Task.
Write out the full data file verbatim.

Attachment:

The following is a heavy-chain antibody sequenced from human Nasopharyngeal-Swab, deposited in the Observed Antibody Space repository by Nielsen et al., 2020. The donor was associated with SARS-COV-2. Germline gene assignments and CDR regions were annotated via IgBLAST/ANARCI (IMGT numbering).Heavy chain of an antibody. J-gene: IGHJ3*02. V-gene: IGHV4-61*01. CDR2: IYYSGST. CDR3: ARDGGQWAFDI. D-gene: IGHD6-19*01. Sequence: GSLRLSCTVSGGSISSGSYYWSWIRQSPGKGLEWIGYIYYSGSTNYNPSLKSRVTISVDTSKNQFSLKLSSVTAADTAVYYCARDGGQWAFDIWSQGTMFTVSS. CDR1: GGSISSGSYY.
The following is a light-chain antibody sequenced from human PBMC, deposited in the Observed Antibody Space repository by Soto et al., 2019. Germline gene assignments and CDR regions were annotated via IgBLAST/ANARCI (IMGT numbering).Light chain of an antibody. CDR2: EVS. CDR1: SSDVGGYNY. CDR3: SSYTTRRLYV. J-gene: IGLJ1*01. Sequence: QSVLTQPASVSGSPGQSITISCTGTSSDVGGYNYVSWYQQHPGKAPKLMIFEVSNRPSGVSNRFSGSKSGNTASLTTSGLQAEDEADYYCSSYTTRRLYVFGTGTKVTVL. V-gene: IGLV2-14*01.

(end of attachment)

The following is a heavy-chain antibody sequenced from human Nasopharyngeal-Swab, deposited in the Observed Antibody Space repository by Nielsen et al., 2020. The donor was associated with SARS-COV-2. Germline gene assignments and CDR regions were annotated via IgBLAST/ANARCI (IMGT numbering).Heavy chain of an antibody. J-gene: IGHJ3*02. V-gene: IGHV4-61*01. CDR2: IYYSGST. CDR3: ARDGGQWAFDI. D-gene: IGHD6-19*01. Sequence: GSLRLSCTVSGGSISSGSYYWSWIRQSPGKGLEWIGYIYYSGSTNYNPSLKSRVTISVDTSKNQFSLKLSSVTAADTAVYYCARDGGQWAFDIWSQGTMFTVSS. CDR1: GGSISSGSYY.
The following is a light-chain antibody sequenced from human PBMC, deposited in the Observed Antibody Space repository by Soto et al., 2019. Germline gene assignments and CDR regions were annotated via IgBLAST/ANARCI (IMGT numbering).Light chain of an antibody. CDR2: EVS. CDR1: SSDVGGYNY. CDR3: SSYTTRRLYV. J-gene: IGLJ1*01. Sequence: QSVLTQPASVSGSPGQSITISCTGTSSDVGGYNYVSWYQQHPGKAPKLMIFEVSNRPSGVSNRFSGSKSGNTASLTTSGLQAEDEADYYCSSYTTRRLYVFGTGTKVTVL. V-gene: IGLV2-14*01.